5 bennett qc constructed an argument for the

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Unformatted text preview: 9 Ex. 341 (1854) 156 E.R. 145. (1989) 171 C.L.R. 125 at 135. 315 T hese facts reveal circumstances which m a d e it difficult for the courts to avoid consideration of the issue of opportunity cost. The first consideration is the evidential burden, examined in Chapter Six. The original plaintiffs were business persons who accurately recorded expenditure and profit in documentary form which was used to prepare the tax returns and satisfy governmental requirements. There would have been little room to argue against the direct losses, and very strong evidence to accept the consequential losses. The consequential losses were assessed by referring to the actual amounts paid in interest to the plaintiffs' bank to maintain liquidity and for working capital purposes. These were directly ascertainable from the bank statements and other lending contract documents. Arguments of Counsel Counsel for Hungerfords, Bennett Q.C., argued that Walker Stores' claim was a purely financial loss, and the consequential damages from the unavailability of the funds should not be awarded. "This, he asserted, is the first time that a court has awarded damages loss of use of money caused by a negligently inflicted loss of money".5 Bennett Q.C. constructed an argument for the accountants based on four points. The first was an appeal to the public policy of efficiency in the courts: [T]here is a policy problem that if in every case wherefinancialloss is inflicted there has to be calculated not merely that loss but its consequences on the plaintiff, considering what he would have done if the loss had not been inflicted or, in the case of liquidated damages, what he would have done if the debt had been paid on time, the inquiry will require a trial within a trial which will often be expensive, difficult and erratic in its result. 5 5 (1989) 171 C.L.R. 125 at 136 per Mason CJ and Wilson J. (1989) 171 C.L.R. 125 at 129. 316 Counsel also argued that the real cause o f the plaintiffs' losses w as because they were impecunious in the situation. He defined "impecuniosity" in this case as "damage [that] had been incurred as a result of the non-payment or the loss of a sum of money and the unavailability of other funds which might have enabled the injured party to do something about it."7 The issue of causation was examined in Chapter Six, and 'efficiency' as a public policy issue was examined in Chapter Eight. Bennett Q.C. also challenged whether, on appeal, the interference by the Full Federal Court with the findings of the trial judge concerning what would have been done with the additional funds was permissible, and then raised the issue that the original plaintiffs were subsequently incorporated. As a result of the corporate legal personality coming into being from the incorporation process, the company as plaintiff was not the same party as the original partners. Lastly, Bennett Q.C. asserted that s. 30C was evidence th the legislature had intervened and interest should, therefore, not be awarded except unde that section. The case argument for the accountants was constructed upon the line of cases beginning with London, Chatham and Dover Railway Co. v South Eastern Railway Co.* (1893) using the decisions to assert what historically had been the objections to awards for the loss of the use of money,9 as examined in Chapter Four. Counsel pointed out that there should be a strict division between the way courts deal with losses flowing from an intentionally inflicted loss and one which was merely negligent, supporting this stance o public policy grounds: 7 (1989)171C.L.R. 125 at 131. [1893] A.C. 429. this case was examined in Chapter Four. 9 (1989) 171 C.L.R. 125,128-131. 8 317 [Damages] should be recoverable only in respect of deliberate as opposed to negligent breaches of contract and intentional as opposed to negligent torts. Such a rule would be justifiable on public t policy grounds thatfirst,there are fewer claims in the relevant categories and, secondly, i accords more with the needs of justice to compensate in cases of deliberate breaches or intentional torts.10 Counsel for Walker Stores, Gray Q.C, presented an argument which relied mainly upon the second limb of the rule in Hadley v Baxendale11 and the specific knowledge possessed by the firm of accountants who operated in close relationship with the business of the plaintiffs. "The critical feature of this case is that the accountants had special knowledge which made the loss foreseeable so that the court [can] deal with the matter under the second limb of Hadley v Baxendale."12 The loss, he asserted, was a direct consequence of the negligent act, and as Walker Stores was entitled to recover losses foreseeable at time of the contract, the loss of the use of the money was recoverable from the defendant accountants. "For reasons of principle and policy the Court should follow the approach of the New Zealand Court of Appeal ... and state a rule having more commercial reality.&...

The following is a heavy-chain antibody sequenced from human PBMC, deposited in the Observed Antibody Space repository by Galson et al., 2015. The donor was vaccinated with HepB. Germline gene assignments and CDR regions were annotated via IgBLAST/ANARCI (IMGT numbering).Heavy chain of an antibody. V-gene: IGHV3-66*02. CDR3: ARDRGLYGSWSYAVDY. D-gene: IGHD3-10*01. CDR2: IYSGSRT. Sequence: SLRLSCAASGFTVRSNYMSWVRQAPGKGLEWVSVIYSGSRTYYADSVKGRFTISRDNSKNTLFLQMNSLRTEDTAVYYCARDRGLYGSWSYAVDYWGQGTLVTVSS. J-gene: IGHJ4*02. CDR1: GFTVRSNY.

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This note was uploaded on 09/03/2012 for the course LAW 1501 taught by Professor Garva during the Three '12 term at University of Adelaide.

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